Training: Putting it all together
The key is
- Identifying your goal
- Deciding what you need for that goal (don’t forget mental, technique and tactical)
- Working out where you are at against those factors you have listed for your goal
- Training them in the correct proportions
Successful after onsighting Strapadictomy E5, Froggatt
- Write down a couple of realistic goals that you would like to achieve in the next 3-6 months. Don’t put down 10 – be realistic.
- What are the handholds like? Could you be better at those kinds of handholds – bouldering in this style would be useful.
- Are the moves big or small? Replicate these kinds of moves in your bouldering: snatches, locks, bounces, throws, deadpoints.
- Are the footholds big or small? If they are small and slopey, practise this. You may be able to find boulder problems with similar footholds, or better still traverse at a low level on those kinds of footholds outside.
- What is the angle of the climb? Train on this kind of angle. If it’s loads of different ones, you will need to train all these angles. If your climb has an overlap half way, work on these kinds of moves and search out the overlap at your local wall. If your goal has a steep section you may need to train body tension work.
- What is the length of the climb? If it’s a 10 move boulder problem, anaerobic capacity training is crucial. If it’s a 40 metre plod in Spain or a long trad route in the Lakes, you need to be ready to climb non-stop for 40 metres over the length of time it will take you to climb the route – aerobic capacity training, tall climbing walls (there are a few – Ratho, Kendal, Awesome Walls) search them out. If you think the route will take you half an hour to complete, try climbing at the wall non stop for half an hour!
I must now mention technique here since we cannot ignore it. You really must think about the techniques required for this climb. You may be the fittest and strongest climber in the world, but if you don’t know how to crack climb you maybe a bit stuffed when you visit Yosemite. The same goes for that delicate slab top out, having done the pumpy crux on the top of your big sport project. And if you are scared above your gear or clips then DO NOT ignore this fact and the closer you get to your goal, build this in.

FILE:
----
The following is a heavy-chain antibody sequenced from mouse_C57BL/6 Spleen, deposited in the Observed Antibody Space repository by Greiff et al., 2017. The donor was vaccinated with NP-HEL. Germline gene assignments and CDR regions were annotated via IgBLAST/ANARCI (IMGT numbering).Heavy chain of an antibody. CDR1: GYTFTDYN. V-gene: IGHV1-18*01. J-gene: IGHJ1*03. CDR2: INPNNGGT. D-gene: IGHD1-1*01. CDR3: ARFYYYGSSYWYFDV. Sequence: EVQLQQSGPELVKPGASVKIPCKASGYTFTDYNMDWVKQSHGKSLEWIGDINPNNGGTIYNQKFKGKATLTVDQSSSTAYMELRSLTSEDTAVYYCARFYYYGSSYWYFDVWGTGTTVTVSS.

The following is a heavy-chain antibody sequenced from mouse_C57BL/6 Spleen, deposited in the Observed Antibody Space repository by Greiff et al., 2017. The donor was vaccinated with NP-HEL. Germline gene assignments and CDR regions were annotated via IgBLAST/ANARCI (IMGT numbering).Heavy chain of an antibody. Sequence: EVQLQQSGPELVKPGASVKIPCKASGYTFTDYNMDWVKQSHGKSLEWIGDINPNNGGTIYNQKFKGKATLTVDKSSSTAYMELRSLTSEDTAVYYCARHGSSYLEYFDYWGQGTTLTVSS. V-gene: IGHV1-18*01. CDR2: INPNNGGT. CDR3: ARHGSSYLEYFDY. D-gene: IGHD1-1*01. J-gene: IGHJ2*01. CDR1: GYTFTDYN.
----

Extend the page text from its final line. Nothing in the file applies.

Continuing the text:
Once you’ve thought about your goals and exactly what you personally need to do, you now need to plan your training.
Consider the following areas according to your goal:
Planning in rest is crucial to a successful training period. You should take one rest week every 4-5 weeks to prevent over training. Train 3 weeks, rest one, or train 4 weeks, rest one. I wouldn’t advise training much more than 4 weeks in a row. Your rest week should contain 1 session of light, easier climbing – ideally a high volume, lots of routes/boulder problems type session.
Sample training plan
So, for your average route climber, who doesn’t have much time and is probably a weekend warrior i.e. most people (!) here are some suggestions:
Base period e.g. 3 months over the winter (p. week)
Climbing season e.g. March onwards (p. week)
In the climbing season it’s a case of maintaining your strength and endurance and fine tuning what’s necessary for your goals as you go along. But climbing outside on climbs similar to your goal will be the biggest influence on success for most climbers.